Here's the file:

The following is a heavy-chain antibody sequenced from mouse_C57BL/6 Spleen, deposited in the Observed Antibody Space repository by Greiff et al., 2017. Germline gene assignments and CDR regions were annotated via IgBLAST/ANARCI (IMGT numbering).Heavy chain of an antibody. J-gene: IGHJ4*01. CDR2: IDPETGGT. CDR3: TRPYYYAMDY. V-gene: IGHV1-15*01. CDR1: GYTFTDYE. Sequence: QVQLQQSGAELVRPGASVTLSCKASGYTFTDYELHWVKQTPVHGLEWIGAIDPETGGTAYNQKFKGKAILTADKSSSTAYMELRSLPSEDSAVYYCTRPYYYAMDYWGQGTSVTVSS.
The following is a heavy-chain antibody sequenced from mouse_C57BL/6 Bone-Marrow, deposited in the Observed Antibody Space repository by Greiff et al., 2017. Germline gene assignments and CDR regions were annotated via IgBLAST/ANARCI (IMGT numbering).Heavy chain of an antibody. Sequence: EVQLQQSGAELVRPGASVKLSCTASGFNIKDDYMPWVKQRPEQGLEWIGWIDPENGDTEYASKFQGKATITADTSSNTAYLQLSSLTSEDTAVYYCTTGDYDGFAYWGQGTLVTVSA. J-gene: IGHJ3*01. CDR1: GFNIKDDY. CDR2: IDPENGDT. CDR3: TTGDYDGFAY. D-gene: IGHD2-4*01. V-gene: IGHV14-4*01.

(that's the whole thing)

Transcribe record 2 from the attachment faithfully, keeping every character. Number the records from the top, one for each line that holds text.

The following is a heavy-chain antibody sequenced from mouse_C57BL/6 Bone-Marrow, deposited in the Observed Antibody Space repository by Greiff et al., 2017. Germline gene assignments and CDR regions were annotated via IgBLAST/ANARCI (IMGT numbering).Heavy chain of an antibody. Sequence: EVQLQQSGAELVRPGASVKLSCTASGFNIKDDYMPWVKQRPEQGLEWIGWIDPENGDTEYASKFQGKATITADTSSNTAYLQLSSLTSEDTAVYYCTTGDYDGFAYWGQGTLVTVSA. J-gene: IGHJ3*01. CDR1: GFNIKDDY. CDR2: IDPENGDT. CDR3: TTGDYDGFAY. D-gene: IGHD2-4*01. V-gene: IGHV14-4*01.